For the medical professional to be found negligent, your attorney must show that his or her conduct fell below the “accepted standard” of medical care, so having experts testify will help as well.
In terms of the defective products lawsuit, it could fall into one of three categories:
- Failure to warn: These are also called “marketing defects” and focus on the supply chain. The product was properly designed, but it was not accompanied by the correct instructions or warnings. This lack of warnings made the product unreasonably dangerous to its intended consumers.
- Design defects: Even if it was made flawlessly, it can still endanger the end user. A product can be considered unreasonably dangerous if it does not perform as safely as reasonably expected when a consumer uses it in its intended manner.
- Manufacturing defect: Even if the product were designed to be safe, the end result was not in harmony with that design. If that end product then causes an injury to its intended user, the manufacturer can be held responsible.
As long as the victim can prove the product was indeed defective, the manufacturer’s intent doesn’t matter. All that matters is whether someone can prove the product did not work as intended. Many hip implants were approved by the FDA only to later find that they were manufactured incorrectly or endangered the end user.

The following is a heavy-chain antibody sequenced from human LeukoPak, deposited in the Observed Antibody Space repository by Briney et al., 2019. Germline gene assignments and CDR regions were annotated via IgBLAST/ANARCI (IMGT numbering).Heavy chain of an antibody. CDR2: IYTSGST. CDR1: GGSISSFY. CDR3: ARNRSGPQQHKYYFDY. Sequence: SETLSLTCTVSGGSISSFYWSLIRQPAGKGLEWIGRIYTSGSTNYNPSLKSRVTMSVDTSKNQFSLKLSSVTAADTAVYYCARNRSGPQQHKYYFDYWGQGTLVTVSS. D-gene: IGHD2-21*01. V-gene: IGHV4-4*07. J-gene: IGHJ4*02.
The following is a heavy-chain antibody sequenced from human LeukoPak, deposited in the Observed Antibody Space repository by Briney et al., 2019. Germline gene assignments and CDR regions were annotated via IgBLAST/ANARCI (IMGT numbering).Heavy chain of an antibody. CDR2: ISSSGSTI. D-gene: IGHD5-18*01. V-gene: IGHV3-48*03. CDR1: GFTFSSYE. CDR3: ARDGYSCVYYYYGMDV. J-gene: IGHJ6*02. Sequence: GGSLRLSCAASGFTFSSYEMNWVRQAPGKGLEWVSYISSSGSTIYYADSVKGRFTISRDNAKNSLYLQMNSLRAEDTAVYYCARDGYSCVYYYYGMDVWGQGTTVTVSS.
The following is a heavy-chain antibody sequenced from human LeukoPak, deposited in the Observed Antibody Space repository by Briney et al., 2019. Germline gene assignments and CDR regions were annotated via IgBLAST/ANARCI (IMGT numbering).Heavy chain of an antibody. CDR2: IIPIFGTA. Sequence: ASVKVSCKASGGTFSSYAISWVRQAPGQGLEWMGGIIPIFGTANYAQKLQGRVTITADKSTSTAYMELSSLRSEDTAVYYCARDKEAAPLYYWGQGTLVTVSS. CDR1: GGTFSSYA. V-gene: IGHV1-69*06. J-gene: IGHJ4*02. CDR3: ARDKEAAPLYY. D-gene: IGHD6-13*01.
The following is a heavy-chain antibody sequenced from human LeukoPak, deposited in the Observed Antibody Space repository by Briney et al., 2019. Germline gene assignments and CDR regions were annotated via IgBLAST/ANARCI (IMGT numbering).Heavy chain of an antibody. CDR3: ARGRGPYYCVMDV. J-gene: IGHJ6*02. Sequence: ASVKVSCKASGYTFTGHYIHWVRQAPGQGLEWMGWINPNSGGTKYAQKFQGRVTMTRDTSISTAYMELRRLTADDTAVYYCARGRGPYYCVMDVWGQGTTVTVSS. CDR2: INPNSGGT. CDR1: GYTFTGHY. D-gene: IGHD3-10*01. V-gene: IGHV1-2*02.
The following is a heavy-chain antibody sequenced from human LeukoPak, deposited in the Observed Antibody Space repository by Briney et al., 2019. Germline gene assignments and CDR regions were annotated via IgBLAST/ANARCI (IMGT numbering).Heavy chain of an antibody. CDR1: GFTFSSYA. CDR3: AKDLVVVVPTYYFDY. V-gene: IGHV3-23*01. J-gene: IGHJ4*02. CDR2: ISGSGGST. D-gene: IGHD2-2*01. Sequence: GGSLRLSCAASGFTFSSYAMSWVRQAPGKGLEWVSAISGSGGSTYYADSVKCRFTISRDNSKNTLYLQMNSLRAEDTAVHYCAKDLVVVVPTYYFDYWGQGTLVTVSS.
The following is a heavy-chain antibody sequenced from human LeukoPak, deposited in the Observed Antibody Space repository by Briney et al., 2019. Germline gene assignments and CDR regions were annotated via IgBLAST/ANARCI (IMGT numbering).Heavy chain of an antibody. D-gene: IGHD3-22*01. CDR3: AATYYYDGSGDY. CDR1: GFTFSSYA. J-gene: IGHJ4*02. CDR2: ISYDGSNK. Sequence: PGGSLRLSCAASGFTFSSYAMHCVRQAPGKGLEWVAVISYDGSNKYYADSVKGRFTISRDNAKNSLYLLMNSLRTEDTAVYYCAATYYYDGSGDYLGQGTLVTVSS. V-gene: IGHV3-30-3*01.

Starting a medical malpractice case or a defective products case for your hip surgery
Each state has its own local laws when it comes to medical malpractice and products liability. If your hip replacement broke down or was implanted incorrectly, you very likely have such a case.
Make sure to find out the relevant statute of limitations for your state. This is how much time you have to file a case. If you don’t file within that timeframe, you lose the ability to file.
For medical malpractice, there are often pre-filing requirements, such as sending notice to the doctor in question and providing a letter from a certified medical professional that details how you were injured. If you don’t fulfil these requirements, you could also be barred from filing the actual lawsuit.
Finding the right attorney for your case
It is very important to do a lot of research and choose an attorney with experience. These types of law are specialized and require a seasoned lawyer. This is because there is overlap between complicated medical and legal matters. There also are unique procedural issues that come up.
Consider checking out the Enjuris law firm directory to find the right lawyer for you.
- Hip Replacement Surgery
- DePuy Orthopaedics Hip Replacement Devices
- Hip Replacement Complications
- Hip Replacement Lawsuits
- Hip Replacement Surgery Overview
- Metallosis from Hip Replacement Devices
- OMNIlife Hip Replacement Lawsuits
- Recalls for Hip Replacement Devices
- Smith & Nephew Hip Replacement Devices
- Stryker Orthopedics Hip Replacement Recalls and Lawsuits
- Wright Medical Hip Replacement Devices
- Zimmer Biomet Hip Replacement Recalls and Lawsuits